Spend Time on Location. Jokulsarlon, Iceland.

Spend Time on Location. Jokulsarlon, Iceland.

Iceland Post #2/16: Ice Formations, Jokulsarlon, Iceland.

[960 Words | Reading time: 4 min 30 seconds]

Ice formations, Jokulsarlon, Iceland. By Alberto Mateo

The main problem of photographing the most famous spot of a country or city (like the Ice Formations of the glacier lagoon Jokulsarlon) is to avoid falling on the ‘cliché’, not to photograph once again what has been photographed endlessly by the thousands of photographers who have visited the location before you attracted by the inherent beauty of the place. It is a difficult, sometimes impossible task.

Related Image: Tram in Aleksandergatan, Helsinki, Finland.

In these situations a photographer has two possibilities:

  1. Find a CREATIVE WAY to shoot what has been done before and being able to find something that separates your image from the rest (a different point of view, a special composition, special atmospheric conditions...) This is a possible approach, but not easy to achieve. Counting the huge number of photographers out there trying creative ways to photograph over and over again the same locations, we can conclude that this is a possibility to try, but we cannot be sure that can be achieved. It won’t be easy to wow your audience this way. I tried this possibility in the too often photographed ‘Rialto Bridge’ in Venice.
  1. Make a better work than the other photographers who have been before you in the same place you are now. This means you have to be technically better to make the more of the situation/location you have in front of you, and that you will show in a better face (usually SPENDING MORE TIME exploring your subject) or the location you have at hand. This was also my attempt in the Regent Street in London.

Henri Cartier Bresson said that the only way to take a real COMPLETE reportage of a place is living there. The TIME you spend exploring your subject, trying new photographic possibilities and taking pictures is the key factor for a great reportage. However, we cannot all go to live to Jokulsarlon, but we can spend more time than the average photographer, or at least more time than the average tourist who travel in a bus and have only a couple of hours in this stunning location. That is why I planned my trip from the beginning on a rented car, outside the general bus tours organized for tourists, and saved some unplanned time at the end of my trip. The final third of my trip would have to be decided after I knew first hand the locations and was aware of which places gave better photographic possibilities.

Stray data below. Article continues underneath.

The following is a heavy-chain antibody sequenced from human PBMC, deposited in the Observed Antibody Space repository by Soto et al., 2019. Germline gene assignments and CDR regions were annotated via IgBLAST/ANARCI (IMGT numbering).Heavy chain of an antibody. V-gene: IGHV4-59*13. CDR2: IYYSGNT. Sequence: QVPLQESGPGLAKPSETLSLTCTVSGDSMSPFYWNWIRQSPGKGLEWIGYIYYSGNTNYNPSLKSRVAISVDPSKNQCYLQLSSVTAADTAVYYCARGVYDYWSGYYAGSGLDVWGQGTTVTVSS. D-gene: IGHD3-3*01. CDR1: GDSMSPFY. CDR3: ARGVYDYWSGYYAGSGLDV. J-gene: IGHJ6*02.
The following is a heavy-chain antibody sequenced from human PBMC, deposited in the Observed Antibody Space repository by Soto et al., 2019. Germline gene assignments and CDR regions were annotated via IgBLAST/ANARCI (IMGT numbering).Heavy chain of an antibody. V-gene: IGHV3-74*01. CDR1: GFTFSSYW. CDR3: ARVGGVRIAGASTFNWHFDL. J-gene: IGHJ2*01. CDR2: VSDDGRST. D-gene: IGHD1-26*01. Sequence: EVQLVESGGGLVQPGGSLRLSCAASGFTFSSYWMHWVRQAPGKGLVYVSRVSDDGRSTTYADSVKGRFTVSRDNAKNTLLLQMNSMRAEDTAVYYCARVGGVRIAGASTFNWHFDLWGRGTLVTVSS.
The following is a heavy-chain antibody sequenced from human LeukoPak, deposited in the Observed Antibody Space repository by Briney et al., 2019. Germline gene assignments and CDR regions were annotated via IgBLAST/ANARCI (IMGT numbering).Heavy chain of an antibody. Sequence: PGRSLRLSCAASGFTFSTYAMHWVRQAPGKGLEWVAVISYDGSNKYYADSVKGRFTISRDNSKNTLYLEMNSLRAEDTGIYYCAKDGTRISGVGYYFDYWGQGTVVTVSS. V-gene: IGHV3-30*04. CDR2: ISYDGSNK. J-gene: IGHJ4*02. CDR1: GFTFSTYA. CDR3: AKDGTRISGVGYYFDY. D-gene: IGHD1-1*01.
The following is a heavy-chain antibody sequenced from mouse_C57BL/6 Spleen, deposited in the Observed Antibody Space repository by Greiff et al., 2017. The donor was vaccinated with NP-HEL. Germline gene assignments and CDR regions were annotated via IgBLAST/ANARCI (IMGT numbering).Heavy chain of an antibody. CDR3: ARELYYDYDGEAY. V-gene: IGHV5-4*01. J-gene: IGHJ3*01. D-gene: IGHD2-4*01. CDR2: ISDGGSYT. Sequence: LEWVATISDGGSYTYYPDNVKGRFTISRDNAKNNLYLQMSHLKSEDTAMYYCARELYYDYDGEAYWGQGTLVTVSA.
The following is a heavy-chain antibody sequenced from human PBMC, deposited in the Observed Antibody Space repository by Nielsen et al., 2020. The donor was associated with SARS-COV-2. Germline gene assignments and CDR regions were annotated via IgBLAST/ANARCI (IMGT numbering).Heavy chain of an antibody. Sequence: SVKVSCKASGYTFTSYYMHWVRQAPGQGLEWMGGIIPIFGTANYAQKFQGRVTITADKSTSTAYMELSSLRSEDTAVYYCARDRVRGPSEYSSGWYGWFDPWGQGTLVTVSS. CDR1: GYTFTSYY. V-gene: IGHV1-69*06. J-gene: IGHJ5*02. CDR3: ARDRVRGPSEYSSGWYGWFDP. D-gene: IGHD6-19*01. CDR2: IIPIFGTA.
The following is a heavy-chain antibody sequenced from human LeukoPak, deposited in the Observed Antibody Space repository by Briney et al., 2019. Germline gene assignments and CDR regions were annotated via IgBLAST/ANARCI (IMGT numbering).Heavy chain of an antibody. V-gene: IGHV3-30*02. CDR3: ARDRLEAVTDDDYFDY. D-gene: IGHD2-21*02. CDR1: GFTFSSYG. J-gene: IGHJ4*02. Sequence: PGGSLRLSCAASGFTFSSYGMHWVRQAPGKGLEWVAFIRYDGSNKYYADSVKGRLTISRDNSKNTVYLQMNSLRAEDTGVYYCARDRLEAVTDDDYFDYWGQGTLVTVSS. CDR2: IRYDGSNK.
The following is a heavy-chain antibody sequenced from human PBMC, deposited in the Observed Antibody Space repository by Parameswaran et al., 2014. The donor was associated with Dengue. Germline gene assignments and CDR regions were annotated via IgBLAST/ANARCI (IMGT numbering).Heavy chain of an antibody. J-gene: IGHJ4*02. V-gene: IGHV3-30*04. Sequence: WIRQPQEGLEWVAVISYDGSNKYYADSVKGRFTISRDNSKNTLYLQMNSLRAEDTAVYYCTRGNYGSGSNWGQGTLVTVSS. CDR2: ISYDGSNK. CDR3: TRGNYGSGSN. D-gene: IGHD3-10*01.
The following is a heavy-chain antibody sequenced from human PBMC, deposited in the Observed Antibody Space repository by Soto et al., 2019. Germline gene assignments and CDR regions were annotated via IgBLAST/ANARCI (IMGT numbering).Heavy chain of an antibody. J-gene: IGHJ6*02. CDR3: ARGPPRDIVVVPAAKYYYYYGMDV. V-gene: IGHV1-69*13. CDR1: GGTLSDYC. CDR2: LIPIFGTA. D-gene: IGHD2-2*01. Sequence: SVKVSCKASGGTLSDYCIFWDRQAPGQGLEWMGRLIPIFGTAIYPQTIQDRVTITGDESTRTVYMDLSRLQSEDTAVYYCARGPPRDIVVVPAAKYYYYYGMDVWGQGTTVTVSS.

Tourist canned circuits are oriented to people who wants to know as many locations as possible in a short period of time, but have too tight schedules and are not aware of the photographic possibilities each place has to offer. In addition, at sunrise and sunset the average person is usually sleeping or having dinner, and that is a luxury that a landscape photographer simply cannot afford.

I can say that in my trip I spent nearly three days at Jokulsarlon Glacier Lagoon and the (also impressive!) near Diamond Beach. I worked mostly at sunrise, at around 5:30, with no people, just ice shapes, black volcanic sand and the sea. With my D800 always on my Gitzo/Manfrotto tripod, playing with different shutter speeds to try to get different relations of the surf moving around the shapes of ice. During the day, when the first visitors appeared, I tried to shoot images with human figures among the ice shapes or in the shore to add human factor to the scenes.

I shot this image on a gelid morning, just after sunrise, under the soft light of an overcast sky. It had been snowing during the night and all ice shapes had a beautiful thin snow cover that made the ice shapes look even more pristine than the previous day. Melting ice and old snow may have a grayish tonality that does not look as beautiful as the blue-cyan-whitish new one. I took many pictures of the ice formations when I went all over the shore, but this one is one of my favorites. This ice “tree” shaped formation looked great. The soft light from the overcast sky marked the shapes without creating shadows, which would have looked nasty if they were too dark, hiding the detail in parts of the ice.

Ice formations are continuously arriving to the lagoon detaching from the huge masses of ice glaciers that break in this huge mass of water. The currents move them inside the lake and deposit them in the sea. In addition the above zero temperatures of the Icelandic Spring make the ice crunch and melt. All these conditions create a landscape that is slowly, but continuously changing. The more time you spend with the camera in this place, the better pictures you make, no way around about this.


Related Landscape I took in Vietnam: Fog entering the valley, Bac Ha, Vietnam

I have not visited the Northern part of the Island, or the volcanic landscapes of the interior (all the roads were still closed in the early spring), but have to say that in my honest opinion, If there is a place that makes a difference, that is unique in the world among all the landscapes of Iceland, it is Jokulsarlon and the nearby Diamond Beach.

I will soon upload some more images of the ice shapes melting in the surf in this black volcanic sand beach.


Camera Model: Nikon D800
Lens: Nikon 80-200 AF used at 145mm
SETTINGS: Aperture: f16 | Shutter Speed 1/250 | ISO 100


Tripod: [Legs: Manfrotto 055 Pro] & [Head: Gitzo 1372M Magnesium Alloy]
Backpack: LowePro with rain cover (absolutely needed in Iceland)
Filter: B+W 77mm Graduated 0.6 Neutral Density Filter 2 points, soft transition
Memory Card: Sandisk SD Extreme 64Gb

NEXT SCHEDULED POST: Skogafoss, Iceland. Coming soon...

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